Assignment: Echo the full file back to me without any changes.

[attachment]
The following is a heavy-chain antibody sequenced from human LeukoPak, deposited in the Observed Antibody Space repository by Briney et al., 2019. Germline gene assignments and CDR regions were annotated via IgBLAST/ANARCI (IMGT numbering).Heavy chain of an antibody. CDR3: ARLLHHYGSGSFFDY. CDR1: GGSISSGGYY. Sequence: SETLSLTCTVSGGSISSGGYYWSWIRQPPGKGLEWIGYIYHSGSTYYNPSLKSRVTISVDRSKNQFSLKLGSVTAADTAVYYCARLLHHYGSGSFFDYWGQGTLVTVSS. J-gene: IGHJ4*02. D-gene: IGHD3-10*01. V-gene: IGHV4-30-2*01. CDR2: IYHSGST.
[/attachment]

The following is a heavy-chain antibody sequenced from human LeukoPak, deposited in the Observed Antibody Space repository by Briney et al., 2019. Germline gene assignments and CDR regions were annotated via IgBLAST/ANARCI (IMGT numbering).Heavy chain of an antibody. CDR3: ARLLHHYGSGSFFDY. CDR1: GGSISSGGYY. Sequence: SETLSLTCTVSGGSISSGGYYWSWIRQPPGKGLEWIGYIYHSGSTYYNPSLKSRVTISVDRSKNQFSLKLGSVTAADTAVYYCARLLHHYGSGSFFDYWGQGTLVTVSS. J-gene: IGHJ4*02. D-gene: IGHD3-10*01. V-gene: IGHV4-30-2*01. CDR2: IYHSGST.